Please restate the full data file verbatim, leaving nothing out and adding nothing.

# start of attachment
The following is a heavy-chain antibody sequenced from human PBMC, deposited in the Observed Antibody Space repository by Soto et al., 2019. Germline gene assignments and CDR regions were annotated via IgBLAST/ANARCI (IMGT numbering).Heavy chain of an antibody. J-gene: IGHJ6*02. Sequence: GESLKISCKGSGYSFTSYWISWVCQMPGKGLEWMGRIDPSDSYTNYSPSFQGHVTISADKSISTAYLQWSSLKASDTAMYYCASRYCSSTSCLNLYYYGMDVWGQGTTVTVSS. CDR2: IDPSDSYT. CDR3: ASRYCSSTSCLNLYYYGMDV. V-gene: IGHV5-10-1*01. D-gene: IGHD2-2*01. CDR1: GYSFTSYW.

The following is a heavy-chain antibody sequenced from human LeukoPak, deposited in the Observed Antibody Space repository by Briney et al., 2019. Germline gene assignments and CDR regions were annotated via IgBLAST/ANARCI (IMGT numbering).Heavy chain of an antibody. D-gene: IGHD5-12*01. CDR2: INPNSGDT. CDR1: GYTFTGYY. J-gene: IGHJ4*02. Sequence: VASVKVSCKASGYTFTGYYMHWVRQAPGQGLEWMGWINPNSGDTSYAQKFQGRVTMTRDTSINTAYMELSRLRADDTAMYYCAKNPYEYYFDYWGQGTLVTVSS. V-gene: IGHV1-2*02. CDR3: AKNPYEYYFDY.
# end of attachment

The following is a heavy-chain antibody sequenced from human PBMC, deposited in the Observed Antibody Space repository by Soto et al., 2019. Germline gene assignments and CDR regions were annotated via IgBLAST/ANARCI (IMGT numbering).Heavy chain of an antibody. J-gene: IGHJ6*02. Sequence: GESLKISCKGSGYSFTSYWISWVCQMPGKGLEWMGRIDPSDSYTNYSPSFQGHVTISADKSISTAYLQWSSLKASDTAMYYCASRYCSSTSCLNLYYYGMDVWGQGTTVTVSS. CDR2: IDPSDSYT. CDR3: ASRYCSSTSCLNLYYYGMDV. V-gene: IGHV5-10-1*01. D-gene: IGHD2-2*01. CDR1: GYSFTSYW.

The following is a heavy-chain antibody sequenced from human LeukoPak, deposited in the Observed Antibody Space repository by Briney et al., 2019. Germline gene assignments and CDR regions were annotated via IgBLAST/ANARCI (IMGT numbering).Heavy chain of an antibody. D-gene: IGHD5-12*01. CDR2: INPNSGDT. CDR1: GYTFTGYY. J-gene: IGHJ4*02. Sequence: VASVKVSCKASGYTFTGYYMHWVRQAPGQGLEWMGWINPNSGDTSYAQKFQGRVTMTRDTSINTAYMELSRLRADDTAMYYCAKNPYEYYFDYWGQGTLVTVSS. V-gene: IGHV1-2*02. CDR3: AKNPYEYYFDY.